What Causes Nerve Pain?
Updated: 4 days ago
When can you suspect that nerve pain is present?
For many folks, pain is something more than a dull ache, annoying tension, or that light irritation that has just become a nuisance. For some, the pain covers large areas of the body and seems to appear as a constant burning, tingling, stabbing, shooting, pricking, weakness, and numbing. These symptoms are often strong indicators that nerves are the primary culprit in pain and can often bring a greater level of anxiety. So, what is the root of these nerve pains and why might they be happening?
What causes nerves to be painful?
One of the most frustrating things about nerve pain is there are many different culprits, and all of them can require a much different approach in treatment:
- Direct compression: For most, compression somewhere long the nerve pathway is interrupting signals, causing irritation, and driving a cycle of neural inflammation. The sources of this compression can range from muscles, fascia, joints, and bones in terms of what is driving the compression.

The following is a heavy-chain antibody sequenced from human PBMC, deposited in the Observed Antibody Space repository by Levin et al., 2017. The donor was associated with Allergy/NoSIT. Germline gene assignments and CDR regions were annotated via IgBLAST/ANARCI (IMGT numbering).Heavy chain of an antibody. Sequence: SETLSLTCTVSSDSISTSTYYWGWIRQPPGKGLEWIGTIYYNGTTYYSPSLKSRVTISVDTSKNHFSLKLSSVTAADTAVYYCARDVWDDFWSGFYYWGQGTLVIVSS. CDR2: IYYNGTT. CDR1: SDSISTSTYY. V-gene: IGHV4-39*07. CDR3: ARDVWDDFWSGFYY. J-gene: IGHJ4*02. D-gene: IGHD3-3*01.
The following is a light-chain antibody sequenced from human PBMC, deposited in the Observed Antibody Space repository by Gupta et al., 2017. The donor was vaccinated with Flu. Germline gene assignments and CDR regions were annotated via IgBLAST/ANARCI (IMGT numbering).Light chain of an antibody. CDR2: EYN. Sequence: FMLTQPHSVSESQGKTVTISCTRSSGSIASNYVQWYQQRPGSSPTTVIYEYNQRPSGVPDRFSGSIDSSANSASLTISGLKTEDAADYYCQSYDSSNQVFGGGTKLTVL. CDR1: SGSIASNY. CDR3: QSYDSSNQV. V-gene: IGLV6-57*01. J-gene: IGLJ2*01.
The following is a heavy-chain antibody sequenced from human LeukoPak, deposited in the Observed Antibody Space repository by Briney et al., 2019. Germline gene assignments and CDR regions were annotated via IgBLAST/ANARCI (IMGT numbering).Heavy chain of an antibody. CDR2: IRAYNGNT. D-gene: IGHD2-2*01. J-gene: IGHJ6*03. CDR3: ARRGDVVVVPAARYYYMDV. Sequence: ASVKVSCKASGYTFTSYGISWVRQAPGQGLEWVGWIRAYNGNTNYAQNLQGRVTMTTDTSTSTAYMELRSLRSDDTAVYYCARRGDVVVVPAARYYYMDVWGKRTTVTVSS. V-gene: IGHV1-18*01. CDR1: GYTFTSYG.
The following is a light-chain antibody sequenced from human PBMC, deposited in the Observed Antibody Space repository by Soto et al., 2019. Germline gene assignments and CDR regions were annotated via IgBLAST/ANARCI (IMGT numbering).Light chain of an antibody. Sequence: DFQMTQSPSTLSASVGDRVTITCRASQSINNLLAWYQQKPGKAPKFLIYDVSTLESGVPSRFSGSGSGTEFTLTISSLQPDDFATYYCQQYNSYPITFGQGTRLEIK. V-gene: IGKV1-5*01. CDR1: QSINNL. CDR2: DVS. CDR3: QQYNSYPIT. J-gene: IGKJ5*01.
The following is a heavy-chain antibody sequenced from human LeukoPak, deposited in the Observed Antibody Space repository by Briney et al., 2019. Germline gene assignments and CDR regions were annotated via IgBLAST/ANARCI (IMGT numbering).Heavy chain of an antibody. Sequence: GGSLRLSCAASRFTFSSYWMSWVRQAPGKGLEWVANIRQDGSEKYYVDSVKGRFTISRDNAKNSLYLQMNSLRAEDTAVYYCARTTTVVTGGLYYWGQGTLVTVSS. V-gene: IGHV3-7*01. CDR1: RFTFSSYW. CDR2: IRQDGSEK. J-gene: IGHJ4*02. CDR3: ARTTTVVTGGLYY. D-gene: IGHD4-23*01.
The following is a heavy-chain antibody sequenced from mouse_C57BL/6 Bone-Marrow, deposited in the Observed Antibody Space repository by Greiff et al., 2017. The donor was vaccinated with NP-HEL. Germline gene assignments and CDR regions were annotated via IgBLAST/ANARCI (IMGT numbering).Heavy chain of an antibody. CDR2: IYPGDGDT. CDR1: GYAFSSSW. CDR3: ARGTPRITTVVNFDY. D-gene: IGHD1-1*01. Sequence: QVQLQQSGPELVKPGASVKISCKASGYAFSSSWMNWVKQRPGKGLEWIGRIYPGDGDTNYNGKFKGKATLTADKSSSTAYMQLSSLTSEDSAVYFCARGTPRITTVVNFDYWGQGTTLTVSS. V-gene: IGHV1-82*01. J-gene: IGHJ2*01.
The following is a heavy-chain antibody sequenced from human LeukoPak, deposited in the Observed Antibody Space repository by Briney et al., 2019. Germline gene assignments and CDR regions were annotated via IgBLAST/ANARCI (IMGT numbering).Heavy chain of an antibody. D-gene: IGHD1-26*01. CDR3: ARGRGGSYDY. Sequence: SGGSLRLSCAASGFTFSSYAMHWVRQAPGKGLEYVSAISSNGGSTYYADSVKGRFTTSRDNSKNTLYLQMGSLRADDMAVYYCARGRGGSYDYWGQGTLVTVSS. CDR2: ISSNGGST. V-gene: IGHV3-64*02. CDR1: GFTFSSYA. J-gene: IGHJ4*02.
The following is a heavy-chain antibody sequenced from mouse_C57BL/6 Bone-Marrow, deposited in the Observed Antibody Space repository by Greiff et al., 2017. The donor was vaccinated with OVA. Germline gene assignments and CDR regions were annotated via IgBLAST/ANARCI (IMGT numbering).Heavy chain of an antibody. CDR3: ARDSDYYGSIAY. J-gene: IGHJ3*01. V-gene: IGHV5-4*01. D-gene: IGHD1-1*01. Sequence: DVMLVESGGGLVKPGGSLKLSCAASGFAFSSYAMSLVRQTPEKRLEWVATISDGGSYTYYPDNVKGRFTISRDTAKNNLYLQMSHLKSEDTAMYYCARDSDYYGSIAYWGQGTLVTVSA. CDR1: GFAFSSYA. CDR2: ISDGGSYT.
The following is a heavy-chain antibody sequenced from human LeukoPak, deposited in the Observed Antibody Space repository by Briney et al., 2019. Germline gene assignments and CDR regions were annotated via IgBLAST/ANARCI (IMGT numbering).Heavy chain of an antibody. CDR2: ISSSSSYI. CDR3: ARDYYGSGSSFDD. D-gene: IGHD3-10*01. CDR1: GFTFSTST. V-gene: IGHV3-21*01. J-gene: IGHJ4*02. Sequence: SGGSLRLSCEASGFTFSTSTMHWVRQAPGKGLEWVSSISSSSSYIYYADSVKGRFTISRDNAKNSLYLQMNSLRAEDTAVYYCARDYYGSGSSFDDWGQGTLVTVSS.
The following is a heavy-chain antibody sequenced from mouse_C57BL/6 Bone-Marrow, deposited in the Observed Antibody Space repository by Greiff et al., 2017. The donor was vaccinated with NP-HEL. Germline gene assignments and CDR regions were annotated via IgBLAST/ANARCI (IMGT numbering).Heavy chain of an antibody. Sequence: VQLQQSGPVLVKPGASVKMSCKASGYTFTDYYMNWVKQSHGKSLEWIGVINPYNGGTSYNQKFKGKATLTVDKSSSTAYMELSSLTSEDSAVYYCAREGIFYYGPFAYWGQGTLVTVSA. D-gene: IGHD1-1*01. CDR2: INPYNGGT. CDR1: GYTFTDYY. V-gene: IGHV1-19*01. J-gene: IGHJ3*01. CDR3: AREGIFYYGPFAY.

- Damage and trauma: For a much smaller but still significant portion of the population, direct trauma and impact can damage the nerves locally. Some common situations are sports contact, car wrecks, and falls. Often people with this type of nerve presentation understand there is a connection between their trauma and their symptoms but they may not know its nerve pain or that something can be done about it.
- Pathology: For some people that are dealing with nerve symptoms, these symptoms are stemming from a condition, disease, or pathology that is yet unknown. This could include diabetes, Lyme disease, or Fabry’s disease, to name a few. These presentations can be some of the most difficult to uncover and seem to dismiss progressive interventions without proper diagnosis and, in most cases, continue to get worse.
- Nutrient deficiency: There are a variety of things in the nutrient category that can cause neural symptoms, including deficiency (B-12), intolerance (gluten), or abuse (alcohol). Like pathologies, these are difficult to uncover and require the intervention of a specialist.
While these latter two causes require a specialist, a large number of cases fall under physical trauma and compression. In our next blog, we will look deeper into what causes there may be and various interventions to address these issues. Stay tuned!